Yuh-Man Sun

Yuh-Man Sun, Ph.D.

Project: NEURALDEVESTEM - Elucidating the role and molecular mechanism of Neuronatin (NNAT) in neural induction in human embryonic stem cells

Person in Charge: prof. Ing. Petr Dvořák, CSc.

Host institution: Faculty of Medicine, Masaryk university

Country of Origin: Taiwan/UK

Project duration: 24 months

Scientific panel: Life sciences


How is our brain formed? This question attracts huge attention not only from developmental biologists, but also from the biomedical field for harnessing therapeutic interventions to treat brain-related diseases. The first step of the formation of our central nervous system (CNS) is called neural induction [or development of neural stem cells (NSC)]. The general conception of neural induction is by default. The default mechanism postulates that in the absence of an extrinsic inhibitory force (i.e. BMP signalling), ectodermal cells automatically adopt neural fate. To date, default or not default, that remains a question. The emerging consensus in the mechanism underling neural induction is a combination force by inhibiting BMP pathway and activating FGF/Erk pathway, which acts extrinsically via either autocrine or paracrine manners. Since the seminal experiment carried out by Spemann and Mangold in 1924, the general concept is that neural induction is solely decided by extrinsic forces. Do intrinsic forces exist? Do they have a decisive influence on neural induction? These questions need to be answered. We have recently identified a novel intrinsic factor, Neuronatin (Nnat), which acts as a neural initiator in mouse embryonic stem (ES) cells and also promotes the neural fate in Xenopus embryos (Lin et al, submitted). This project is further to elucidate the role and the mechanism of NNAT in neural induction in human ES cells. This project will shed light on the complex networks that regulate neural specification in human ES (hES) cells and may provide paradigms for the derivation of more homogenous NSC cells from induced pluripotent stem (iPS) cells for stem cell replacement therapy.  

The ongoing project summary

  1. Established a hESC-derived neural differentiation model.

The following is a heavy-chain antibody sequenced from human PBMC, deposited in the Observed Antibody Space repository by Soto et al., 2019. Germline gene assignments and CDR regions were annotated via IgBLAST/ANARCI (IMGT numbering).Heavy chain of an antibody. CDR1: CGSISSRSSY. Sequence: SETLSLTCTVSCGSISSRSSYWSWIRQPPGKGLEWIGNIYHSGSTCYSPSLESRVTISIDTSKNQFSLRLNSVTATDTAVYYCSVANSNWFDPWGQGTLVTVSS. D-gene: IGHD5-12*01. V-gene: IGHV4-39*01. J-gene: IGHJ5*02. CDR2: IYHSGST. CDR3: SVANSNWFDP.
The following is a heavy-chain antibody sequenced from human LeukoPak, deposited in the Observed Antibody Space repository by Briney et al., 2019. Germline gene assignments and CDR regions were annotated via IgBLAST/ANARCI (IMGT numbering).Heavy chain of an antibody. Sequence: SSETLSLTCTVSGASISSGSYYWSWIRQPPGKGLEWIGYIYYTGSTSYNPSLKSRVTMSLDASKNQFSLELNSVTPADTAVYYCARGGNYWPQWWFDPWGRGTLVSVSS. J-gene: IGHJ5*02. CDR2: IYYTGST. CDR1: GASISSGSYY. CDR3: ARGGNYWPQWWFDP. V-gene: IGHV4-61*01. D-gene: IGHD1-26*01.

1. Set-up a paradigm for driving hESC to differentiate towards the neural stem cells nnd then neurons.
  2. Established the time windows for the occurrence of NES and neurons, which is important for delineating the underlying mechanism of NNAT in neural fate.
  1. Obtained NNAT expression profile during hES cell-derived neural differentiation.
  2. Constructed NNAT/GFP fusion vectors.
  3. Generated NNAT-knockdown (NNAT-KD) hESC lines.
  4. Generated NNAT-overexpressing (NNAT-OE) hESC lines.
  5. Showed that NNAT interacts with SERCA2 protein.
  6. Established a group of 6 people (3 PhD students, 1 technician, 1 Master student and 1 PostDoc).
  7. Produced enough data for publication.
  8. Prepared 4 grant proposals.


A summary of the envisaged project outputs and their potential impact:

At the end of this project, I strongly believe that the data generated from this project can be published in one of the high impact Journals. The outcomes generated from this project will substantiate Nnat/NNAT as a novel regulator in neural induction not only in mouse, but also in human. The concept derived from this project will change people’s thinking in how neural induction occurs in mammals. This project will provide a new dimension in understanding the mechanisms underlying neural induction. Due to this project, there are two spin-off projects, which are carried out by two PhD students. I will present a poster at an international stem cells conference (ISSCR) ON THE 13th - 16th of June this year in Japan. Moreover, one spin-off project has produced substantial data and I am writing up a paper for publishing in a high impact factor Journal.